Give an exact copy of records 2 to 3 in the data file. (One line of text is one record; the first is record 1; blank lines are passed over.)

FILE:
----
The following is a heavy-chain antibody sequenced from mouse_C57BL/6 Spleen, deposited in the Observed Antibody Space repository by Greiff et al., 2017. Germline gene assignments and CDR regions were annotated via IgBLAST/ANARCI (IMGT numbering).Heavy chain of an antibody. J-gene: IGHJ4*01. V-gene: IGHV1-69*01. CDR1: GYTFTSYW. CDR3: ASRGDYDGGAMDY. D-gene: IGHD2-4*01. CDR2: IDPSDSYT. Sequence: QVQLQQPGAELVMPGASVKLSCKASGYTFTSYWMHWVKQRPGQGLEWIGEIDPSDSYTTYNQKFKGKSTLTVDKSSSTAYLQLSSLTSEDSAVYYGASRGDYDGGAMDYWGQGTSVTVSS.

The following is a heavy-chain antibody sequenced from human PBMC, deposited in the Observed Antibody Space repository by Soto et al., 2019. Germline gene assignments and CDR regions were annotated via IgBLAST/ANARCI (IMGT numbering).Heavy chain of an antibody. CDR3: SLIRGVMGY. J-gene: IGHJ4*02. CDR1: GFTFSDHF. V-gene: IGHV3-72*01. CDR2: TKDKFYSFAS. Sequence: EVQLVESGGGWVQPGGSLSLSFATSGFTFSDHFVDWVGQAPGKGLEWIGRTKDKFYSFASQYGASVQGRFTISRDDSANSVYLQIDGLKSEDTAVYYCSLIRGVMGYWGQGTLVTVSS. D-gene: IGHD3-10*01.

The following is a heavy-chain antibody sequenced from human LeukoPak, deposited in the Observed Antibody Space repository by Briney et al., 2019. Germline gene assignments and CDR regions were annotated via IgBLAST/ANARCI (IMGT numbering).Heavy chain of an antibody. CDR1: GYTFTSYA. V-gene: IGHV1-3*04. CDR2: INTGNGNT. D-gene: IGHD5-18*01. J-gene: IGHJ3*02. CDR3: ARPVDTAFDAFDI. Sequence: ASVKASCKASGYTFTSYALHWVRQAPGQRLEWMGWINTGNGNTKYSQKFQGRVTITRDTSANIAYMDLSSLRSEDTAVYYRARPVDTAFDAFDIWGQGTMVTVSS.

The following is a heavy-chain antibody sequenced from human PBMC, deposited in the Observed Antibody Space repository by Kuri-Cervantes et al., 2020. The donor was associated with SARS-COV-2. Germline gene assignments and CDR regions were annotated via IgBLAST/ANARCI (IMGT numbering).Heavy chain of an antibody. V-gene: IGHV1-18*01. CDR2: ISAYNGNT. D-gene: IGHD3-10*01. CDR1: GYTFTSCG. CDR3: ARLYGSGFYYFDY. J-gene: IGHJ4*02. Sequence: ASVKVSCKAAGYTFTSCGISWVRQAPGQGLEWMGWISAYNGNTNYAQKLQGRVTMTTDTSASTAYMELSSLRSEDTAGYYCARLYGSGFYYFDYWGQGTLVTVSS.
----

The following is a heavy-chain antibody sequenced from human PBMC, deposited in the Observed Antibody Space repository by Soto et al., 2019. Germline gene assignments and CDR regions were annotated via IgBLAST/ANARCI (IMGT numbering).Heavy chain of an antibody. CDR3: SLIRGVMGY. J-gene: IGHJ4*02. CDR1: GFTFSDHF. V-gene: IGHV3-72*01. CDR2: TKDKFYSFAS. Sequence: EVQLVESGGGWVQPGGSLSLSFATSGFTFSDHFVDWVGQAPGKGLEWIGRTKDKFYSFASQYGASVQGRFTISRDDSANSVYLQIDGLKSEDTAVYYCSLIRGVMGYWGQGTLVTVSS. D-gene: IGHD3-10*01.

The following is a heavy-chain antibody sequenced from human LeukoPak, deposited in the Observed Antibody Space repository by Briney et al., 2019. Germline gene assignments and CDR regions were annotated via IgBLAST/ANARCI (IMGT numbering).Heavy chain of an antibody. CDR1: GYTFTSYA. V-gene: IGHV1-3*04. CDR2: INTGNGNT. D-gene: IGHD5-18*01. J-gene: IGHJ3*02. CDR3: ARPVDTAFDAFDI. Sequence: ASVKASCKASGYTFTSYALHWVRQAPGQRLEWMGWINTGNGNTKYSQKFQGRVTITRDTSANIAYMDLSSLRSEDTAVYYRARPVDTAFDAFDIWGQGTMVTVSS.